Samsung Electronics could end up in the dock in France for not abiding by its own ethics pledges, such as a ban on under-age labour and dangerous working conditions at its factories, two NGOs said on Wednesday.
A complaint filed against the French subsidiary of the smarthphone giant by activist groups Sherpa and ActionAid France - Peuples Solidaires, has led an investigating magistrate in Paris to filing preliminary charges, they said.
Accused by various NGOs of violating human rights at some of its factories in China, South Korea and Vietnam, the two French pressure groups said the actions amount to a breach of the pledges that Samsung makes on its website.
The NGOs argue that such pledges are just as legally binding as a company's marketing practices and that Samsung is in violation of them.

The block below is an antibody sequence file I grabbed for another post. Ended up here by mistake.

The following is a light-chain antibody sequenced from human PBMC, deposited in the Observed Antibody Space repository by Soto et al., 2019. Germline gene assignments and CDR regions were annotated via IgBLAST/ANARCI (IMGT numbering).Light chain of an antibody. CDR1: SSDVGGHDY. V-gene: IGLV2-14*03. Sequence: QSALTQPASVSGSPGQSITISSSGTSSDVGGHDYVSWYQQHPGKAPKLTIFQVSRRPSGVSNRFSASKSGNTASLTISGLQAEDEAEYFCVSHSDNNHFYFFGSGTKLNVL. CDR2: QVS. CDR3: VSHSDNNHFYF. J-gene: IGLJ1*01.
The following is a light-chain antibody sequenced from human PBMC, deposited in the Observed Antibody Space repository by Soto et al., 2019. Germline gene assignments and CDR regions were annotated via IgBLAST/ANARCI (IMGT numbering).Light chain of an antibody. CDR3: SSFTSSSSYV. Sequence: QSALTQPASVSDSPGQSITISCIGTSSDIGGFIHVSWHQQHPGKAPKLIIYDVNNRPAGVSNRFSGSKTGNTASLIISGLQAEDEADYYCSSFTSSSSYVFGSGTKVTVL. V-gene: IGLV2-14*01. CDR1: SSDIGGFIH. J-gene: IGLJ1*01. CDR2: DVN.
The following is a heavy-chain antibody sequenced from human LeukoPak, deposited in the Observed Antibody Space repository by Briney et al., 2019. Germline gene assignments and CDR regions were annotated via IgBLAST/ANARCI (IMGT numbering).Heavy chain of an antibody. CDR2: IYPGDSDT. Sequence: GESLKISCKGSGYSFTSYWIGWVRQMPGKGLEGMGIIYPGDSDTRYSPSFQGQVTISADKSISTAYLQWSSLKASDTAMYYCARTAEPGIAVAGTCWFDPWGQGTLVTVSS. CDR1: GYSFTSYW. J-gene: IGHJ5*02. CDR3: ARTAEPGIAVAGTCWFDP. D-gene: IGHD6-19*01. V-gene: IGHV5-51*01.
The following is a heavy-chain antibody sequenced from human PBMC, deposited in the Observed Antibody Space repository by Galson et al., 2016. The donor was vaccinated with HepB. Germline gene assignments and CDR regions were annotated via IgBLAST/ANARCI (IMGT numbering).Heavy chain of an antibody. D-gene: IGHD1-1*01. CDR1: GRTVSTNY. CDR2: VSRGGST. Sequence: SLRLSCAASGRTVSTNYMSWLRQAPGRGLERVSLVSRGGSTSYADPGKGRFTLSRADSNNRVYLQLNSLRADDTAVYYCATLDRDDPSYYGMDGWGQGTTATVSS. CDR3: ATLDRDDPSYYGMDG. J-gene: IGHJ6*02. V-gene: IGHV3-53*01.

"This is the first time in France that it was recognised that corporate ethics pledges may be considered marketing practices that are binding on a firm," the activist groups said in a statement.
The NGOs originally filed their complaint a year ago, but the investigating magistrate in Paris has now decided to pursue the case after quizzing an executive of Samsung France, the statement said.
Based on information provided by other rights groups such as China Labor Watch, the NGOs allege that Samsung employs children under the legal of 16, subjects its employees to abusive working hours, that housing and labour conditions fail to meet basic conditions of human dignity and put workers in danger.
Similar complaints by activists have been dismissed by prosecutors in the past, so they have filed it directly to an investigating magistrate this time to get around that. The filing of preliminary charges does not mean the case will reach trial.
Samsung wasn't immediately available for comment.